Four Voices Concert

The four voices (L-R): Mary Chapin Carpenter, Joan Baez, Amy Ray, Emily Saliers

Joan Baez.

Mary Chapin Carpenter.

Indigo Girls Amy Ray and Emily Saliers

They were on stage in The Ryman Auditorium in Nashville for the opening night of their Four Voices Tour.

The concert was two hours of harmony, addressing issues of life situations and politics, and enthusiasm about performing together and enjoying the response of the audience.

We had great seats in the Ryman Auditorium!

One of the interesting aspects of the performance was hearing them share their songs, like Mary Chapin Carpenter’s “The Hard Way” and the Indigo Girls’ “Closer to Fine.”Sometimes all would sing and sometimes each one would sing a different stanza of the song.

Having just started to learn to play the mandolin, I was intrigued by the range of mandolins that Amy Ray played throughout the concert.

Each one sang at least one solo song, with the others either playing backup or sitting in chairs on stage and enjoying listening.

“It’s great that we’re such fans of each other,” Emily Saliers told the crowd.

Carpenter’s lastest album, The Things That We Are Made Of, was on sale before the concert along with tour T-shirts and concert posters. During the concert, both Baez and Saliers promoted their upcoming albums.

Often the musicians had only to play two or three notes and the sellout audience was shouting, as they knew the song.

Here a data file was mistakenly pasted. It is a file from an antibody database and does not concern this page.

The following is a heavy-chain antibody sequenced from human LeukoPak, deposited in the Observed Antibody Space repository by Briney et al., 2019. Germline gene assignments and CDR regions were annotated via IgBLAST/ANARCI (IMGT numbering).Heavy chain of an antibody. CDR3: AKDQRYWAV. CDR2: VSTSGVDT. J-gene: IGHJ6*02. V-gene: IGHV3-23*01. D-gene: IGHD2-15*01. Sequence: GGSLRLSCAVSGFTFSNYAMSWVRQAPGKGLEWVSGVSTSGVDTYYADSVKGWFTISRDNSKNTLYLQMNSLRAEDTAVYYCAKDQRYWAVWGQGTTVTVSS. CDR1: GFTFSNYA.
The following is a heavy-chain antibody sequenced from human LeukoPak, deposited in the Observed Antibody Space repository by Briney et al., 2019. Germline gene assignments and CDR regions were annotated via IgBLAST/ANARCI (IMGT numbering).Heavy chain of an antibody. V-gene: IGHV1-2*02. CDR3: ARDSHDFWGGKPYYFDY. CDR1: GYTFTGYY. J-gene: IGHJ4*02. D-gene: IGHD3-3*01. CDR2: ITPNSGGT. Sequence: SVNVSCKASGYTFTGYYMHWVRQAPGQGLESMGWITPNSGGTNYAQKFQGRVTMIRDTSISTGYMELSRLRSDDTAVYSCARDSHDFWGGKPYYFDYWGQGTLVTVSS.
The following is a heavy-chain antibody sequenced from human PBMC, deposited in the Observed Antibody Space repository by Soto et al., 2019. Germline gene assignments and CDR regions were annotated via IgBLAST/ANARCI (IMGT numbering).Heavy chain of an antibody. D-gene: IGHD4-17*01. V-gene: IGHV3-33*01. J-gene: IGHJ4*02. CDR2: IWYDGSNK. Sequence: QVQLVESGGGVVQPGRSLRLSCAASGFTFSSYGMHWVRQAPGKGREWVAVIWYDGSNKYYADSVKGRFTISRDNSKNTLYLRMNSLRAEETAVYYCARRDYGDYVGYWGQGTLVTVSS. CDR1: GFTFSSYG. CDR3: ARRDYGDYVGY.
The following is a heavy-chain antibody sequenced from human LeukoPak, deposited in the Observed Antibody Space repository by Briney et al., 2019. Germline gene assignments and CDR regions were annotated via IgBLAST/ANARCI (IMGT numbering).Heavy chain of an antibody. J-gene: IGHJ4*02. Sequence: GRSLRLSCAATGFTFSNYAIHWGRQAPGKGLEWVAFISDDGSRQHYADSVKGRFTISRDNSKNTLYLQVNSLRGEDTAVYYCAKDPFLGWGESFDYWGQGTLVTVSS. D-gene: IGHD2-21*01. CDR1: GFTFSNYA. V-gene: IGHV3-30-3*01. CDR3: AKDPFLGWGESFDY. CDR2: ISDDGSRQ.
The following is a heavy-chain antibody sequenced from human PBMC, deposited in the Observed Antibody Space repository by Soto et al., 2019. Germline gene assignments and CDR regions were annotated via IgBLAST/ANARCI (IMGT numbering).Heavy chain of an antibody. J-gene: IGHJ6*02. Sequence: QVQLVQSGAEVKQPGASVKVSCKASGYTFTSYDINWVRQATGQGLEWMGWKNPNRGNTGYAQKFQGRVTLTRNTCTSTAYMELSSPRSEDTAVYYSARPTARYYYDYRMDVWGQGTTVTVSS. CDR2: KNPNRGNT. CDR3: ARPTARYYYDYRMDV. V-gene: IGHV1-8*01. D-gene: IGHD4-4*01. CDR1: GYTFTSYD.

Between every song, crew members would bring instruments on stage to exchange with the performers – different acoustical guitars, mandolins, an electric banjo, a tenor ukulele. For one song, all four played kazoos, and Joan played the harmonica for one song.

The Four Voices tour T-shirt

They performed for the two hours with no intermission.

They shared a few stories and observations between songs, but not too much talking. The primary theme was how much they enjoyed the opportunity to play together – and it showed. The four first played together for a concert benefit in 1991.

I enjoyed watching their different picking techniques and how they coordinated ending a song. Baez used finger picks on her acoustic guitar the others were more about cross picking.

After the concert — all those carved wood pews in the Ryman.

They received several standing ovations. Their last song was “The Night They Drove Old Dixie Down,” which was a top-five song for Baez in 1971. Many in the audience were singing along.

In starting the concert, Baez told the audience that they the concert was a work in progress and “what you see is what you get.” We certainly got a great concert.

 

 

 

 

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